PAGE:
Alyne Harris feels right at home during the Downtown Festival & Arts Show. After all, the 73-year-old painter lives only a few blocks from this weekend’s event, where 100,000 people will be able to view her work.
Folk artist Alyne Harris doesn’t have far to go to draw inspiration for her paintings. It’s a simple matter of sitting on the front porch of her home in the Porters community of downtown Gainesville and gazing skyward.
“I look at the heavens and I meditate,” she said. “I think ’bout what God’s made. I get myself quiet and I think. Ideas start coming to me.”
Those ideas might include the wonders of nature, such as flowers, birds and bumblebees, or memories of her early childhood or perhaps growing up in the segregated South before Civil Rights.
Linda Piper has seen the Downtown Festival & Art Show grow by leaps and bounds in her 22 years as events coordinator. This year’s 34th annual festival will be her last before retirement.
In her spacious second-floor office at the Historic Thomas Center, Linda Piper is surrounded by proud mementos of her two babies. We’re not referring to Piper’s natural children, although photos of her beloved daughters, Nicole and Rachel, adorn her desk.
No, in this case, Piper’s “babies” are the two Gainesville events—the Downtown Festival & Art Show and the Hoggetown Medieval Faire— she has nurtured for more than two decades as events coordinator for the City of Gainesville’s Cultural Affairs Division.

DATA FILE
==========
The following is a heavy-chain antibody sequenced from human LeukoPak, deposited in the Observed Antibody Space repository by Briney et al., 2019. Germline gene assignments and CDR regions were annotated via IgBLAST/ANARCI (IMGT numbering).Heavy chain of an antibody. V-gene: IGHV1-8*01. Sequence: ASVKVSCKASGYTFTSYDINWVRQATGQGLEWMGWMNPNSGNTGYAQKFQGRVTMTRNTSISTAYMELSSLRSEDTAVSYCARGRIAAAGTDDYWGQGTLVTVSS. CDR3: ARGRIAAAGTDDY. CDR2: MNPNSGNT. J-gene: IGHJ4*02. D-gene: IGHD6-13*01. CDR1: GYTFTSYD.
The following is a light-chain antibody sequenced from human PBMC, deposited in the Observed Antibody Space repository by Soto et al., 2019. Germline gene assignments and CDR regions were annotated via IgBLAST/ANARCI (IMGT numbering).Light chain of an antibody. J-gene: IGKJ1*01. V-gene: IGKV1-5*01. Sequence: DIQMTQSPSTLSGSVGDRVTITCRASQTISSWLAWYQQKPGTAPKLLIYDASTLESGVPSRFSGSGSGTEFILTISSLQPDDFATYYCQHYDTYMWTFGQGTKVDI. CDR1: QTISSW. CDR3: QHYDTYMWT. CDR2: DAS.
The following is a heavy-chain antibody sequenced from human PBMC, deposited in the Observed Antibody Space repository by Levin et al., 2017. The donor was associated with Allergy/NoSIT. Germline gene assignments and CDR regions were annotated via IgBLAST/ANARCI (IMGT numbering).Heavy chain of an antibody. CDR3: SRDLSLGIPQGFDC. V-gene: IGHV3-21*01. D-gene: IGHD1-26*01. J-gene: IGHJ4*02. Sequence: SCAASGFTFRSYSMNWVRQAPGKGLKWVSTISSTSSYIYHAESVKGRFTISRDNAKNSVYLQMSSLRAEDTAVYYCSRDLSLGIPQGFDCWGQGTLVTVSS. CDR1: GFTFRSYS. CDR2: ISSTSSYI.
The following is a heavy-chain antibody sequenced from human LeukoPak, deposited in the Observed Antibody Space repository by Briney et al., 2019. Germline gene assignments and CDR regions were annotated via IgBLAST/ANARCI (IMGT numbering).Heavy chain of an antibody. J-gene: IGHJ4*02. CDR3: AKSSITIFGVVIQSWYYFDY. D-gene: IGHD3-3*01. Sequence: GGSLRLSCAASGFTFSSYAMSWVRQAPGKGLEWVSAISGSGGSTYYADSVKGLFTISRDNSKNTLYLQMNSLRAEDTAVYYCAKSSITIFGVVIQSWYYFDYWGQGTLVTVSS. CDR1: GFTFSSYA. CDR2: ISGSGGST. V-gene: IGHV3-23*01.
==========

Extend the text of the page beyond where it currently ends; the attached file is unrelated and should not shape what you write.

Those two events alone annually draw upward of 150,000 people to Gainesville and have helped put the city on the map as a cultural destination.
After several years at the Wooly, the MASS Visual Arts show is setting up shop for the next week inside the First Magnitude Brewing Co.
When Bill Bryson sought a new home for his MASS Visual Arts show, he wanted an exhibit space large enough to display oversized sculptures but also a venue with a good vibe. The First Magnitude Brewing Co., with its industrial-size warehouse and bustling tasting room, was the ideal choice.
Tonight, the MASS 5 exhibit, featuring the work of some 48 artists, opens to the public at the brewery at 1220 S. Veitch St. A reception takes place from 7-10 p.m. The exhibit continues through Nov. 14.
“This space is really attractive for this kind of show,” Bryson said, adding that brewery co-owners John and Christine Denny are old friends.
The punk-rock extravaganza takes place for the 14th time in Gainesville, drawing music lovers from around the United States and the world to the downtown area. The biggest winners are restaurants and bars — and the hundreds of bands and their fans.
It has everything to do with his punk friends.
“I have friends from all over the world who come to town once a year, on the last weekend of October, and I love hanging out with them,” said Hughes, owner of Loosey’s restaurant and bar at 120 SW 1st Ave.
Those friends come to Gainesville not just to visit with Hughes but primarily to enjoy Fest, a three-day underground music festival that celebrates the punk-rock scene. Organizers of the event have lined up more than 350 bands to perform 30-minute sets at 20 venues within walking distance of downtown. Fest will draw upwards of 10,000 hardcore music fans to town.
For Gainesville, it’s a big deal. For most downtown business owners (to quote a certain follically challenged presidential candidate), it’s HUGE!